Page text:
Last updated on December 8th, 2022
Finances is generally considered to be one of the most difficult parts of running a business due to all the math involved.
This is probably why 37% of businesses outsource their accounting to someone with a lot more experience in the field – but not every small business can afford to do that.
According to an UpCity poll, 23% of businesses said that high costs were the biggest challenge with outsourcing.
What this means is that there are a lot of businesses out there that have no choice but to do their own calculations – and it’s super easy to make mistakes.
Here is my process for calculating gross profit margins. Hopefully, if you are having any trouble calculating your own for your e-commerce business, then this guide below will help you out!
What Are Gross Profit Margins?
Before I go into detail about calculations, I want to go through what exactly gross profit margins are to make sure we are all on the same page here.
Gross profit margin (sometimes also called gross profit ratio) is a type of metric used to evaluate the financial health of a company.
Basically, it works out how much money is left over from the sales after subtracting all of your costs of making the product. This will then tell you how much money your business has made.
What Is Gross Profit Margin Used For?
Gross profit margin is used to check how healthy a company is financially, acting as a kind of ‘pulse’ to highlight any issues that are affecting your business.
For example, if your company’s gross profit margins are constantly fluctuating up and down, then this could be a sign of issues like poor management, constant changes to its operations, or just bad products.
Flawed business models are behind 19% of business failures so keeping track of your gross profit margins can help businesses spot flaws because they cause any lasting damage.
From there, business owners can highlight issues and make changes to help improve their business.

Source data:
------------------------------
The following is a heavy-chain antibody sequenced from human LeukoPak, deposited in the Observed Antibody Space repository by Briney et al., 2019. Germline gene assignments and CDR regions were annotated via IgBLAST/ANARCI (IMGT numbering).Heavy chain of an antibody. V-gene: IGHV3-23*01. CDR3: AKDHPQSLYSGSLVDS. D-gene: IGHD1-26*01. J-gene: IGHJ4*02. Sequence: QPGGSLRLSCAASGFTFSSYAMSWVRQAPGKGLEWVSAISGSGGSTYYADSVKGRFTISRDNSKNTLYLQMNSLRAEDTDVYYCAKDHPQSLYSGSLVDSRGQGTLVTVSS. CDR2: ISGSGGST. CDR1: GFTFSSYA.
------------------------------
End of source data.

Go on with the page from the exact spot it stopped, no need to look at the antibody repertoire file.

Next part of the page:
They can also compare their gross profit margin to their competitors to further help them assess their own performance in comparison.
20% of businesses fail because they are outcompeted so gross profit margins are a great way to keep an eye on how your business is faring compared to your competitors.
Gross Profit Margin VS Net Profit Margin
One mistake I’ve seen a lot of first time e-commerce businesses make is mixing up gross profit margins with net profit margins.
The net profit margin is also a type of metric businesses use to check the financial health of their business but the key difference is that net profit margin includes the business’s expenses.
This means that gross profit margin focuses on how much it takes for your company to make a product and how much profit it makes once you take away the cost of making it.
Net profit margin includes all of your other finances, such as taxes and operation expenses, which can further eat into your profits.
Basically, gross profit margins do not give an overall picture of your business’s profitability because it doesn’t include all its ‘costs’.
Because of this, some argue that gross profit margins do not give an accurate representation of how profitable your business is and this can be misleading for some business owners.
However, I still think it’s worth calculating your gross profit margins as the more data you have, the better you can understand your business.
What Is A Good Gross Profit Margin For E-Commerce Businesses?
There is no definitive ‘good’ gross profit margin as every business is different, and so should its goals be when it comes to finances and profits.
Different businesses have different target gross profit margins. Even by having an e-commerce business, you should have a different profit margin goal to offline retailers in the same industry as you.
So, finding the ‘good’ gross profit margin your business should be aiming for can be very tricky because there’s a lot of variance from business to business.
The best thing I would recommend you do is talk to a financial advisor as they would have a better understanding of profit margins for your specific business and situation.
They should be able to give you a more precise goal in terms of gross profit margin and so, you should be able to have a better idea of where your business stands financially (see also, ‘What’s Driving the Growth of Fintech?‘).
How To Calculate Gross Profit Margin
Now, let’s move onto the real meat of this guide – how you actually calculate gross profit margin.